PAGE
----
Writer’s Note: A continuation of this topic can be read here. And Bernie Sanders doesn’t have the answers.
Why do we work? We work to take care of ourselves and ultimately survive. The structure of our society depends on us to work (unless we’re off the grid) to eat, have a home and drink water to nourish our bodies. If you’re a millennial, then I’m writing this mainly for you. I don’t know everything and I don’t have much, but what I do have are my ideas and to me I value them as I do gold or silver. I don’t know what the future of our society entails nor where it will be in 10 or 20 years, but I urge you to look beyond. I write this post sitting inside a home that I am grateful for, but as a partial realist this may not always be the case. Things change. Societies change.
The value of your work should not be determined by your paycheck, but by the amount of happiness you spread and the amount of meaning you give.
Just a few moments ago, I was watching The Jason Stapleton Program, which did a video on Bernie Sanders’ Town Hall on CNN. It’s always a pleasure to see Bernie. In my opinion, I feel he has America in his best interest and that makes him an optimist in my view. He’s optimistic about his views too! But about the Jason Stapleton Program, he said a bunch of things that resonated with me. I believe he’s a Libertarian and although I don’t subscribe to the ideology, I still listen to it. Let’s just say it catches my attention. But toward the middle of the program, around the 30:00 mark, he makes a remark about automation. All of this relates to my point and title of this post.
What do you do, in a rapidly changing environment where there’s no job for us to work? You go to school for a particular degree but figure out because of automation that degree or education you received is in jeopardy, or for the sake of the argument, replaced by machines. The company is still around. Ford, GM, General Electric, etc. They’re still conducting business and making money, but due to rapid changes (the greening of our economy, self-driving cars, etc.) those jobs that produce those goods may no longer need human bodies or at least that many of them. This is what people call disruption. And when industries get disrupted, like the music business thanks to streaming, things have to change, adapt or die out like the dinosaurs.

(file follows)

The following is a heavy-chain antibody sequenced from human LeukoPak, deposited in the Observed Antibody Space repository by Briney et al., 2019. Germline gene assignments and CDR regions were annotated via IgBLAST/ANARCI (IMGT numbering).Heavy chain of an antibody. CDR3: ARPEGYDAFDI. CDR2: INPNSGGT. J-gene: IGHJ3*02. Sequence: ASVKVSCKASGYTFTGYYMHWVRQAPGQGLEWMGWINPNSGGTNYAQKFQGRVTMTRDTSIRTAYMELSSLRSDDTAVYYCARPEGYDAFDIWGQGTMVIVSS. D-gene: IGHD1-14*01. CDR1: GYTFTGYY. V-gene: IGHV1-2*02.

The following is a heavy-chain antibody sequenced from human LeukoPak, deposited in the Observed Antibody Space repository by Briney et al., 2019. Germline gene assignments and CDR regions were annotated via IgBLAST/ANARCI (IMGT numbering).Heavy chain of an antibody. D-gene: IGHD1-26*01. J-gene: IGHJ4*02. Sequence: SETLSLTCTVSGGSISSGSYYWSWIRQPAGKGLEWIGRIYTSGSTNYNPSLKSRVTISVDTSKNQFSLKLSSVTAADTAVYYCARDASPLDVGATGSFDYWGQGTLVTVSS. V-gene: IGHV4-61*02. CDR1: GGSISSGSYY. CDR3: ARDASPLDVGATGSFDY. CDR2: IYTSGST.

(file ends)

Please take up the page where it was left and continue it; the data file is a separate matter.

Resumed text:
Take for instance, the tired marketing mantra of getting the right message to the right customer at the right time. While that’s long been a goal of marketers, Brandon Purcell, a senior analyst at Forrester, said at Forrester’s AI Summit in New York yesterday that the the traditional marketing machine was only capable of identifying the “right customer” and “right time,” not the “right message.”
This same logic applies to workers, especially people like myself. It is really imperative for us to come up with concrete ways to make a living. The government will be there to supplement, maybe, but I think in the future our government will face extreme amounts of pressure from disruption of key industries. But one thing I know is companies will still have and conduct business. And by understanding this the average person should take it upon themselves to become an investor. Take advantage of these companies that will become, if not already, valuable pieces of assets for a rapidly changing future.
“You say become an investor but how and what to invest in?”
It’s simple. Think about all the necessities of people. Imagine what struggles our future will have to endure then place your money there. For example, water, cars, food and technology will always be apart of our economy at this point. I like to look at utilities as well because of the growing concern of climate change and the basic need of energy. That’s how I think about what I invest in. Also, the financial sector is another industry worth looking into for investing. After all, money is still a commodity like any other. Now the who part of it, I’m still learning. I’d say find a company within these industries (or whatever ones you like), especially ones that has stood the test of time and ones that are willing to change and adapt.
Me personally, I like investing in companies that offer a dividend policy.
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It’s basically a policy based on the number of shares you own and those shares will produce every quarter (or monthly) of the calendar year a certain amount of money credited to you as the owner of those stocks. As long as the company holds a dividend policy and does well business wise then the profits that company makes will reward you. However, I’ve come to understand over the past few months that within the stock market comes risks. The stock market, for various reasons, can crash or the company you hold stock in could do a 180 and fall flat on its face. Not to mention, monetary laws could affect the overall function of the stock market. Just read up on Jim Rickards and let him paint the picture for you.
Overall, I think the point of this post is obvious. The current nature of work in this country is flimsy unless you’re in a field that is in high demand and requires human hands. Otherwise, you’d be putting your survival at risk if you don’t innovate.